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LONDON, ENGLAND - FEBRUARY 09: A Food Standards Agency rating certificate is pictured in the window of a restaurant on February 9, 2015 in London, England. Claims have been made that some restaurants are ignoring food hygiene standards ratings. (Photo by Carl Court/Getty Images.)[/caption]
These days, you’d be forgiven for assuming that food hygiene standards across the United Kingdom in general would be up to a practically flawless level.
Unfortunately, evidence suggests you’d also be sorely mistaken. According to a report published recently by consumer watchdog Which?, a shocking proportion of restaurants, schools and even hospitals across the country are failing to fulfil their food hygiene obligations. In fact, the problem is so bad that Which? said that when choosing a place to eat, consumers are effectively ‘tossing a coin’ as around half of all food-serving locations could cause food poisoning.
Their report highlighted Enfield in particular as a region in which food hygiene standards appear to be particularly subpar. In total, they found that a worrying 46% of food businesses were failing to comply with the relevant food hygiene standards. In total, Which? carried out a study incorporating 398 local authorities up and down the country, in order to produce a food hygiene map of the UK.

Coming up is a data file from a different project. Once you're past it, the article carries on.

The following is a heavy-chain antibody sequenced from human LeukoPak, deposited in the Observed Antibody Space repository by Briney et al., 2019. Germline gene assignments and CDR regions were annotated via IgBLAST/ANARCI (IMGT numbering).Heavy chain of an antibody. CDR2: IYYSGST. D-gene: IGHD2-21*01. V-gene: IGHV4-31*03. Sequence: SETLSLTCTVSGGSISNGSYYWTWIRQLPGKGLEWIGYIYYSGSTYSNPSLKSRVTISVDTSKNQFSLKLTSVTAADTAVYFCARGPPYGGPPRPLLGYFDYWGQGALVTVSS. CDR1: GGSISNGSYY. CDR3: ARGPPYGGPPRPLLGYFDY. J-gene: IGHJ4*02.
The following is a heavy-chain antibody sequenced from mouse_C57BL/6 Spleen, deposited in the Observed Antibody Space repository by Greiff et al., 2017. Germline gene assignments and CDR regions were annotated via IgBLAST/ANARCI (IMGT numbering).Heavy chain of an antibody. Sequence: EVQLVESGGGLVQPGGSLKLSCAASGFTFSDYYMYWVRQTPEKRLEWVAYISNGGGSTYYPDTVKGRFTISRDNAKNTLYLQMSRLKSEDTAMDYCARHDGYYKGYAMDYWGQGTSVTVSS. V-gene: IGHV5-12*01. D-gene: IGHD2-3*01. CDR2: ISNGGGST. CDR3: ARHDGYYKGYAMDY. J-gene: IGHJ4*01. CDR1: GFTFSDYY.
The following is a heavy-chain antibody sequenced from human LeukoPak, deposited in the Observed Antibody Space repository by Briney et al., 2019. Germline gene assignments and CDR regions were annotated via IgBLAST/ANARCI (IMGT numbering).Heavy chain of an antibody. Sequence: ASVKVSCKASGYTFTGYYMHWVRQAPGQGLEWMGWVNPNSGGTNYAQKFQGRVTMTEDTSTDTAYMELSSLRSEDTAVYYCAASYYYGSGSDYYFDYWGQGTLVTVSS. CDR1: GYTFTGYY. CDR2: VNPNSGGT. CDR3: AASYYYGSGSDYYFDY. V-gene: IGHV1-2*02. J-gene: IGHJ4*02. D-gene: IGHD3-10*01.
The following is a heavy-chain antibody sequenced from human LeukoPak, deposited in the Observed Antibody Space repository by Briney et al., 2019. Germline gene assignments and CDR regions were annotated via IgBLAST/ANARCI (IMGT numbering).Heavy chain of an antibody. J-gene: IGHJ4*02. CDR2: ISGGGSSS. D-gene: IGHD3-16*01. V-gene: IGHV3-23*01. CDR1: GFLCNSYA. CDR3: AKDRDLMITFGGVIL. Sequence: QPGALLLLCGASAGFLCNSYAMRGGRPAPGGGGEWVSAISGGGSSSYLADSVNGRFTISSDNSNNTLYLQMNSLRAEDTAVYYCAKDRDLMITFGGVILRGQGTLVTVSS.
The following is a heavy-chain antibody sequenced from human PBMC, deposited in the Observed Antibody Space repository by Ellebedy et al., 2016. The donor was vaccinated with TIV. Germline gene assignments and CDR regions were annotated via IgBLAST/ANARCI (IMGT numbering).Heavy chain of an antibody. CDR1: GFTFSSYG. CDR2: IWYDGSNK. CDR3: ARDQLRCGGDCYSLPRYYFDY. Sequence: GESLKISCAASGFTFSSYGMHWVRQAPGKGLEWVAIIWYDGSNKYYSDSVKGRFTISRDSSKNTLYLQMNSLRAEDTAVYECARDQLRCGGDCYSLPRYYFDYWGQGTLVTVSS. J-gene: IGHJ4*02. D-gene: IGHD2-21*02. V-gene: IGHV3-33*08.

Away from Enfield, Edinburgh was also found to have some of the worst food hygiene standards in Britain, with around 32% of the city’s food businesses complying with food hygiene standards. Consumer watchdogs and public health groups alike are campaigning furiously for higher national food hygiene standards, with around 500,000 people each year being sickened by food poisoning.
Both Brent in London and Rochdale in Greater Manchester were also singled out as poor performers – particularly where follow-up inspections were necessary.
At the slightly more reassuring end of the table, Brentwood in Essex and Cherwell in Oxfordshire scored top marks overall. In these two regions, almost every one of the food businesses inspected was found to be upholding appropriate food hygiene standards.
Speaking on behalf of Which?, executive director Richard Lloyd explained that the public in general continues to assume that the authorities are watching over food standards.
"Consumers expect local authorities to check that food businesses in their area comply with hygiene standards and rigorously enforce the rules,” he said.
"Local authorities should do more to make the best use of limited resources, respond effectively to risks across the food supply chain and ensure consumers are adequately protected wherever they live."
As food businesses in most of the UK are not currently required to display their food hygiene ratings, it is in the best interests of consumers to ask to see them – only those with three of more stars should be considered safe, experts advise.
Image Credits: Food Service Equipment Journal